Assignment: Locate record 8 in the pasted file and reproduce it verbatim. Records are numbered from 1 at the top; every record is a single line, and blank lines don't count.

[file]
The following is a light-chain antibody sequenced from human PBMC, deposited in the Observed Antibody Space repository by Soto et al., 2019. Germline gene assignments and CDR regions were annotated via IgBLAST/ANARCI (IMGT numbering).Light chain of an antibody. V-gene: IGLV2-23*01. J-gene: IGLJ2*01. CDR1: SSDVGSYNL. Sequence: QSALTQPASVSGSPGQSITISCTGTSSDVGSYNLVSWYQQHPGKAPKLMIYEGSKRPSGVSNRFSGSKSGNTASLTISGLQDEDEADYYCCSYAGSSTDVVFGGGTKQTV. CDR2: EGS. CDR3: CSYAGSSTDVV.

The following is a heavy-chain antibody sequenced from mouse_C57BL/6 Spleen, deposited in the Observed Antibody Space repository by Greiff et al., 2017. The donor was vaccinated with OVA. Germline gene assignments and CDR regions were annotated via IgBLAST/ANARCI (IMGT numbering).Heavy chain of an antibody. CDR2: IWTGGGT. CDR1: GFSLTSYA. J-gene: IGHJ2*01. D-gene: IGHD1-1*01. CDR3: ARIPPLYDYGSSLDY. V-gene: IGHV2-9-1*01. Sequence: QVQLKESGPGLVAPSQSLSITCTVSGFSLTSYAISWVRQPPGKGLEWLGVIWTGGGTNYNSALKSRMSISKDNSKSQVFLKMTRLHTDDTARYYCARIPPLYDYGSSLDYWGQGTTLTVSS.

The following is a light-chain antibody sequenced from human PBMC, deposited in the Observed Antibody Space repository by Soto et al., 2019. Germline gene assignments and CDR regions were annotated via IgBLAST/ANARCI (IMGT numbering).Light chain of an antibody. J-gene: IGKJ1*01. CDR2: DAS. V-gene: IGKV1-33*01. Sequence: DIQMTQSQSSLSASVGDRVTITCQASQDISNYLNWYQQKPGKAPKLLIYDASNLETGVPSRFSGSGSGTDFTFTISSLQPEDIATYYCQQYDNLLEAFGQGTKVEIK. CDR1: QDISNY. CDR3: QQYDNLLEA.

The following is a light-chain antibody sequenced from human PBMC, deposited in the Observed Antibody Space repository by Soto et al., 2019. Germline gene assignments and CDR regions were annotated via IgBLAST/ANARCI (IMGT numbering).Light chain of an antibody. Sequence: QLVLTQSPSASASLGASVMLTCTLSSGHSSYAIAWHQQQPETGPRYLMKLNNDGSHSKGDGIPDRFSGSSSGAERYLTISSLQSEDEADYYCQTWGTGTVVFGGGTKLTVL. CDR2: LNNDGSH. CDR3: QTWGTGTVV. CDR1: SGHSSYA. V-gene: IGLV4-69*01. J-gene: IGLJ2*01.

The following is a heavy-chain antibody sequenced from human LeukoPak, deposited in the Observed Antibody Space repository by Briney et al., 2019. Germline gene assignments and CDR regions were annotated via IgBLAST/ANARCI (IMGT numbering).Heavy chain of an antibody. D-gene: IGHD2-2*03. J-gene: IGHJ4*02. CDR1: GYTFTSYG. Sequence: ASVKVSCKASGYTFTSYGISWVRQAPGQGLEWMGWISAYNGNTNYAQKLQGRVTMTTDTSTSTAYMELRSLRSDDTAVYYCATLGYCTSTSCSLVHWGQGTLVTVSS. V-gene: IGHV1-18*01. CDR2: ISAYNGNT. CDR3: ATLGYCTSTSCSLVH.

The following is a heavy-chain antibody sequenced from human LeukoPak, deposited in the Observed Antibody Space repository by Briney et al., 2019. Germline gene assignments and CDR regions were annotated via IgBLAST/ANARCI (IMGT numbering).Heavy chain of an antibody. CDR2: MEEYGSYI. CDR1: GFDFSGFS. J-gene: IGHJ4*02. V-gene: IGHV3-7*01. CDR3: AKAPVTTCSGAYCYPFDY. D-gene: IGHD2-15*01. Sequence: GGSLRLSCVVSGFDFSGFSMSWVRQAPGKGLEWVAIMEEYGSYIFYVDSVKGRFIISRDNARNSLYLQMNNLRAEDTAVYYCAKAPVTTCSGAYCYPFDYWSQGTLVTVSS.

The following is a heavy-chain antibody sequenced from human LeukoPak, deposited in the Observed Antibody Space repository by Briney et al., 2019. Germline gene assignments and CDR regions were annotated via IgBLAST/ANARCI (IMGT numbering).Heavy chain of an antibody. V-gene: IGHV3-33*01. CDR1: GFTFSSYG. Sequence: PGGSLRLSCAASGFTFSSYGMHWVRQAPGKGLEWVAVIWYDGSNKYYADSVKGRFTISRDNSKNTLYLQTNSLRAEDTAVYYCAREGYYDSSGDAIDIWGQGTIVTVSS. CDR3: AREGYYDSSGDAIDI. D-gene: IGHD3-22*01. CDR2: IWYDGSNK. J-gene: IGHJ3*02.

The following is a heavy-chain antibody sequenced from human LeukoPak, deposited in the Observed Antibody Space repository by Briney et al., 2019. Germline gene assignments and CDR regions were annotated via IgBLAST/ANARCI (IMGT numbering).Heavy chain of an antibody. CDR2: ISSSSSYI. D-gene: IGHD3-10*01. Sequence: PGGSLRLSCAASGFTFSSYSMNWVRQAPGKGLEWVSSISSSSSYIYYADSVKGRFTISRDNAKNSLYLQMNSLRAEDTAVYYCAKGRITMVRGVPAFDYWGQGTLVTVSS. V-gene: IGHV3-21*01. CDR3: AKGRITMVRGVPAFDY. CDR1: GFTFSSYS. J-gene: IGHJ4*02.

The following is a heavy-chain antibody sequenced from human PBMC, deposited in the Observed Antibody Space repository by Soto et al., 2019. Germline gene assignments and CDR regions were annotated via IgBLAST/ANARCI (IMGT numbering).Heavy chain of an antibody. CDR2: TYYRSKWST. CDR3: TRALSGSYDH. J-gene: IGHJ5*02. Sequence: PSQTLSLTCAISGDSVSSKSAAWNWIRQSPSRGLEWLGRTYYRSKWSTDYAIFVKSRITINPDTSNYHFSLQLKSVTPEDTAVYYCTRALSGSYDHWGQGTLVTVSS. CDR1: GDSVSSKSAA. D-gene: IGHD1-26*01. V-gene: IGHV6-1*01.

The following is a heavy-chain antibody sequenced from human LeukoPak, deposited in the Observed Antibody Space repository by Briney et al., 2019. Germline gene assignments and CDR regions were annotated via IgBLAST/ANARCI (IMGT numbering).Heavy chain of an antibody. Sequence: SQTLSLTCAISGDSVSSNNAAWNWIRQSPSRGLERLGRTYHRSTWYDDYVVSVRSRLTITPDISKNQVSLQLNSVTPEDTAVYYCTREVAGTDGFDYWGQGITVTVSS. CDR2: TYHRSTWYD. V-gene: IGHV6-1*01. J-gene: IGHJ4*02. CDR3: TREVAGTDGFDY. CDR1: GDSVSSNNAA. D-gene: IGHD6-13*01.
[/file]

The following is a heavy-chain antibody sequenced from human LeukoPak, deposited in the Observed Antibody Space repository by Briney et al., 2019. Germline gene assignments and CDR regions were annotated via IgBLAST/ANARCI (IMGT numbering).Heavy chain of an antibody. CDR2: ISSSSSYI. D-gene: IGHD3-10*01. Sequence: PGGSLRLSCAASGFTFSSYSMNWVRQAPGKGLEWVSSISSSSSYIYYADSVKGRFTISRDNAKNSLYLQMNSLRAEDTAVYYCAKGRITMVRGVPAFDYWGQGTLVTVSS. V-gene: IGHV3-21*01. CDR3: AKGRITMVRGVPAFDY. CDR1: GFTFSSYS. J-gene: IGHJ4*02.